Grand Central Essay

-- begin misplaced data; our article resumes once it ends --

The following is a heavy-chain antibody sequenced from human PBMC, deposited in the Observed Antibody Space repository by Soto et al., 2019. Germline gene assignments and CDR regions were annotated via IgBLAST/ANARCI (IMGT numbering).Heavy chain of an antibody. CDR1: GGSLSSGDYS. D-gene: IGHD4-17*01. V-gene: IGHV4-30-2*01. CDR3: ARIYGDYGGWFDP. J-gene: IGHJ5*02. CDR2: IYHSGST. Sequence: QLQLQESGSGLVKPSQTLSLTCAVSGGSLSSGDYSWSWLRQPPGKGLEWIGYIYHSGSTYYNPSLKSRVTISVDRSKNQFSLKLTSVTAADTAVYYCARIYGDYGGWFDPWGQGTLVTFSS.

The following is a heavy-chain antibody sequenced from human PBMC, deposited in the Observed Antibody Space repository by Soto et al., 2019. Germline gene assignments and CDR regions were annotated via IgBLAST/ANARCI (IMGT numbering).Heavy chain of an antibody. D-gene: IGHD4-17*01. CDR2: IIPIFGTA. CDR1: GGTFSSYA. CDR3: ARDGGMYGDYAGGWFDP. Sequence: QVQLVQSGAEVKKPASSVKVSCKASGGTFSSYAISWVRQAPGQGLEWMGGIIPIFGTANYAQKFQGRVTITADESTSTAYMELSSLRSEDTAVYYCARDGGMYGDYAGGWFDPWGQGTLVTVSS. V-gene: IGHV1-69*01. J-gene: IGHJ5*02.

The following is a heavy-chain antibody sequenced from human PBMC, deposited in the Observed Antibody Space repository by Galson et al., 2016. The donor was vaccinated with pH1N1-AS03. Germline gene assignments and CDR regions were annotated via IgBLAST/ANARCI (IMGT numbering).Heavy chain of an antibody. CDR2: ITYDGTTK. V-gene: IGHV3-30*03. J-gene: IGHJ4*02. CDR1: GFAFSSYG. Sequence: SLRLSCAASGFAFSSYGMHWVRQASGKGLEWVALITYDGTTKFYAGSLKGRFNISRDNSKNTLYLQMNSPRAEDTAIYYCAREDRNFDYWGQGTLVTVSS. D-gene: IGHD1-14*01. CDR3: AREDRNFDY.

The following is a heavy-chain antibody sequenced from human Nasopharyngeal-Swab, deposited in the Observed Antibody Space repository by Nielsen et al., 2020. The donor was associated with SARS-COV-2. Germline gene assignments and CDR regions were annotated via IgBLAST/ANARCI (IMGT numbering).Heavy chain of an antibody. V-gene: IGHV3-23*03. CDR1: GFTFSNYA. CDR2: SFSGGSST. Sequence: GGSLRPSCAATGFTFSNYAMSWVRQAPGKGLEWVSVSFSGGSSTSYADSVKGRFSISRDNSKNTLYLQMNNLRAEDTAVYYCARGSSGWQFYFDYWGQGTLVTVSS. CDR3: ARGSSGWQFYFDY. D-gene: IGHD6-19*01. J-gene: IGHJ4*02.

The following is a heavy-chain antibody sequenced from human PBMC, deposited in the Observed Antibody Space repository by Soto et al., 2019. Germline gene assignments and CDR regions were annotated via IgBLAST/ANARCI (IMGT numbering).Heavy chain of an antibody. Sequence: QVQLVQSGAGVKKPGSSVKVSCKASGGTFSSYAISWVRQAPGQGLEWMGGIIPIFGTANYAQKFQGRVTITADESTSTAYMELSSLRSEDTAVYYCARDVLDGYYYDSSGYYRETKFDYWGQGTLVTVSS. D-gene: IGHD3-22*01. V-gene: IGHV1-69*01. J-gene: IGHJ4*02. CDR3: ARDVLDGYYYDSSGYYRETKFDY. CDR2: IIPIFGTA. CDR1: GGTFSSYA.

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Lab Report- Grand Central Equation Introduction In this experiment, we created Zinc Iodide yet again. However, this time we did it through different means which caused a different kind of reaction. Better said, in this lab we learned that reactions can take multiple steps to go into completion. We also analyzed which was the more efficient way to generate Zinc Iodide. Focus Question Should chemists prepare Zinc Iodide, from its elements or from a Double Replacement Reaction between Barium Iodide and Zinc Sulfate? -To put things into perspective in terms of cost efficiency, zinc granules cost about $62.50 per kilogram or $.0625 per gram. Also, Iodine chips cost about $.1498, Barium Iodide Dihydrate costs about $.886 per gram, and Zinc Sulfate Heptahydrate costs about $.0405 per gram. According the chemical reaction listed below, the double replacement reaction creates a solid Barium Sulfate precipitate This means that the ZnI2 is less pure than it would be from just the Zinc and the Iodine. With the elemental reaction you get ZnI2 as your only product thus indicated that it is “pure” Zinc Iodide. In terms of ease, it would be easier to do the double replacement reaction simply for the fact that we wouldn’t have to swirl for at least 8 minutes to get ready to get results. With the double replacement reaction the swirling process becomes eliminated, and centrifuging takes less time. In terms of cost, it would be cheaper to do the elemental reaction if we’re thinking in terms of the 1:1 reaction. Theoretically speaking, if we use one granule of zinc and one granule of iodine opposed to one granule of Barium Iodide and one granule of Zinc Sulfate, the cost would be $.2123 in total for the elemental reaction and $.9265 for the double replacement reaction. In terms of safety, it is safe to say that the safer thing would be centrifuging since we are

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